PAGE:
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You basically setup all your lights before sunset? It's very difficult to setup lights for a night scene when working in daylight, because you can't exactly see what the lights are doing. Plus when the perfect sunset moment comes I find my self scrambling to adjust lights before missing out the sky view.  One thing I thought about to counter this problem is to 1. setup the camera and prepare the space in advance 2. capture the perfect window view  3. adjust the lights without worrying about the time 4. add the window view in post.

80% of the lighting is in place before the sun hits the horizon. I try to have a pretty detailed vision in my mind for how the shot should look, so it's not too hard to figure out light placements. Wattage is another matter; that's what's being tweaked as the ambient light starts dropping.
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Rob C
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« Reply #4166 on: January 11, 2013, 10:34:16 AM »
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Kodachrome 64 Pro converted to b/white.

Client: Hewden/Stuart Group plc.

Rob C
« Last Edit: January 23, 2013, 01:40:25 PM by Rob C » Logged

JoeKitchen
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« Reply #4167 on: January 12, 2013, 04:53:43 PM »
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Shot this a couple of days ago.  ISO 100, 30s at f/11 with a linear polarizer.  Use a good deal f additional lights, but turned them off at different times throughout the exposure.  I did a general raw processing for the entire image, then did a raw processing customized for the stage and dropped it in. 
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Joe Kitchen
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"Photography is one percent inspiration and ninety-nine percent moving furniture."  Arnold Newman
“Don't bother just to be better than your contemporaries or predecessors. Try to be better than yourself.”  William Faulkner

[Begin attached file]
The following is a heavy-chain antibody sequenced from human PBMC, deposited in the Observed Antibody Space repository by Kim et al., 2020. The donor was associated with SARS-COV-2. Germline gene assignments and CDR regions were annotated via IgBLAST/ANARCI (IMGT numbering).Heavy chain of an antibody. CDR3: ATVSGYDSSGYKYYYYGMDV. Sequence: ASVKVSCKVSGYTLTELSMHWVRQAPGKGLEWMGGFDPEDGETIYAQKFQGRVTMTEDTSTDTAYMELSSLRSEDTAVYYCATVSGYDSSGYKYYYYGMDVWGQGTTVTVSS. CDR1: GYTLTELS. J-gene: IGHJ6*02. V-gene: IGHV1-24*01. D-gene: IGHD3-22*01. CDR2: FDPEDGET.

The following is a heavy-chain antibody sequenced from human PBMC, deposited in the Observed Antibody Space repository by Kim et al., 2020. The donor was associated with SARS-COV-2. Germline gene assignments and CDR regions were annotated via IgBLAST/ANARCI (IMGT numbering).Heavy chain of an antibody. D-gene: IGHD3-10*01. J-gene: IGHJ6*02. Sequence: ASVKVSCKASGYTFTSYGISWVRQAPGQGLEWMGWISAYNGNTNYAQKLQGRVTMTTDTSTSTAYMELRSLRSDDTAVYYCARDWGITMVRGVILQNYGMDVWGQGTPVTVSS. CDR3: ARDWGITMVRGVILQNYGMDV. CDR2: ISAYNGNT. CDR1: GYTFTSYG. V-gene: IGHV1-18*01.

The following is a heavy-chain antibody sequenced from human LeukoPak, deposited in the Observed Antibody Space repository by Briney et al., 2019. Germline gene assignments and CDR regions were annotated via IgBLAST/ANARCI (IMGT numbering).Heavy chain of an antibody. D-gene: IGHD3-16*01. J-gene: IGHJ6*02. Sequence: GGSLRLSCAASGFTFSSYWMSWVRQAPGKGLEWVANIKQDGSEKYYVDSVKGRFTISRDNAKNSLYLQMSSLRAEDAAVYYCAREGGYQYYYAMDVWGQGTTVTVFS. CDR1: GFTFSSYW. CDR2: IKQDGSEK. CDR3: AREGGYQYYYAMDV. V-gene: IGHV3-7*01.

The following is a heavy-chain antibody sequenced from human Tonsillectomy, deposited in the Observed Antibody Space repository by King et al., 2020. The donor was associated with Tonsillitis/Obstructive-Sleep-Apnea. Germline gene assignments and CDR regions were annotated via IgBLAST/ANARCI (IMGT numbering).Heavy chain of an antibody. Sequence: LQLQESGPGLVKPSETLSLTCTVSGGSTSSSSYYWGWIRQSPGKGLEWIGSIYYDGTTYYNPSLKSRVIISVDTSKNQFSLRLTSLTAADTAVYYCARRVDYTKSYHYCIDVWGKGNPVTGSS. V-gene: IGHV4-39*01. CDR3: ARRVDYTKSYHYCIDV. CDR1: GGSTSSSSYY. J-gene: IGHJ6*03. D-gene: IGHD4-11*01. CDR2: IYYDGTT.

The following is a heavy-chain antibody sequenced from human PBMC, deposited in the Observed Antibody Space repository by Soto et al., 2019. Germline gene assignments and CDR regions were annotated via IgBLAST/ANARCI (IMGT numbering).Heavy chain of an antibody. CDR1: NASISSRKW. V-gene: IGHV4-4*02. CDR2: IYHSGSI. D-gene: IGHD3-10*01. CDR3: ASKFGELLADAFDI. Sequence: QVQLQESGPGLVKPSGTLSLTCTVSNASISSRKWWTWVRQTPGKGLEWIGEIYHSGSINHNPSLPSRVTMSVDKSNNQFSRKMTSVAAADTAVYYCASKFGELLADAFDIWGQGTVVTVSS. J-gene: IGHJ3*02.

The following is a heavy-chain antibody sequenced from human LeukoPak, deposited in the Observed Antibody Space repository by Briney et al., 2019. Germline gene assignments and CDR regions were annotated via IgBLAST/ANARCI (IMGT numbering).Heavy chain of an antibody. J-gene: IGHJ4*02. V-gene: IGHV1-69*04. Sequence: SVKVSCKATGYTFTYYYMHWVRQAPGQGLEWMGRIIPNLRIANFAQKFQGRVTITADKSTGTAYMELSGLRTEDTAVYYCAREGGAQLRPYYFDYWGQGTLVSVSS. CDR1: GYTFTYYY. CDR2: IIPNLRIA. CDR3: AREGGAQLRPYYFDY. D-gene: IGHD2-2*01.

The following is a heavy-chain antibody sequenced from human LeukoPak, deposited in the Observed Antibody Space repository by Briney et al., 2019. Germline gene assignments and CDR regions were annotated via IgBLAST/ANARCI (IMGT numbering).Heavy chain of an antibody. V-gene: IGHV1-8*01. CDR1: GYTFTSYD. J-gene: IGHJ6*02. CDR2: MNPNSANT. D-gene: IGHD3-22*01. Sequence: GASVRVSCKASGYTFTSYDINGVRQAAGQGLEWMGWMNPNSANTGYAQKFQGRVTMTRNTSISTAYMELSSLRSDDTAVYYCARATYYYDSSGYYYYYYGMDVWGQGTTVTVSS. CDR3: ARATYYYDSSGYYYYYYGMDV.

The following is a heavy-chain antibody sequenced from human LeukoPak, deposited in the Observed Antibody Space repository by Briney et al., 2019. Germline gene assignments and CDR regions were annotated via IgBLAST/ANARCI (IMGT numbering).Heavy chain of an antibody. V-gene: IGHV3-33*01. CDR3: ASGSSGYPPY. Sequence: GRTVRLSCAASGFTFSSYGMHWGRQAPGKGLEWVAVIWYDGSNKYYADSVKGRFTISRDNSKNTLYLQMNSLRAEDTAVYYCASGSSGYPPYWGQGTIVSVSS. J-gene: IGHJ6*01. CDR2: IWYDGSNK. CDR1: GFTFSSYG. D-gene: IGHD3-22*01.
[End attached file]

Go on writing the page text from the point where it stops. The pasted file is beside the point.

haefnerphoto
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« Reply #4168 on: January 12, 2013, 08:52:18 PM »
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Kodachrome 64 Pro converted to b/white.

Client: Hewden/Stuart Group plc.

Rob C

Love it!!
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SecondFocus
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« Reply #4169 on: January 12, 2013, 09:43:40 PM »
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This really is superb!

Kodachrome 64 Pro converted to b/white.

Client: Hewden/Stuart Group plc.

Rob C
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Ian L. Sitren
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Kirk Gittings
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« Reply #4170 on: January 12, 2013, 09:59:06 PM »
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Amazing the feedback a couple of perky nipples will get Smiley
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Kirk

Kirk Gittings
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LIGHT+SPACE+STRUCTURE (blog)
SecondFocus
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« Reply #4171 on: January 12, 2013, 10:10:09 PM »
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Actually I am just in awe of the tonality of the black and white conversion from Kodachrome. It is just beautiful!

And it is exactly my kind of subject matter Smiley

Amazing the feedback a couple of perky nipples will get Smiley

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Ian L. Sitren
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Eric Myrvaagnes
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« Reply #4172 on: January 12, 2013, 10:35:17 PM »
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Amazing the feedback a couple of perky nipples will get Smiley

Makes one wonder why architects doon't put a couple on every building.  Grin
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Kirk Gittings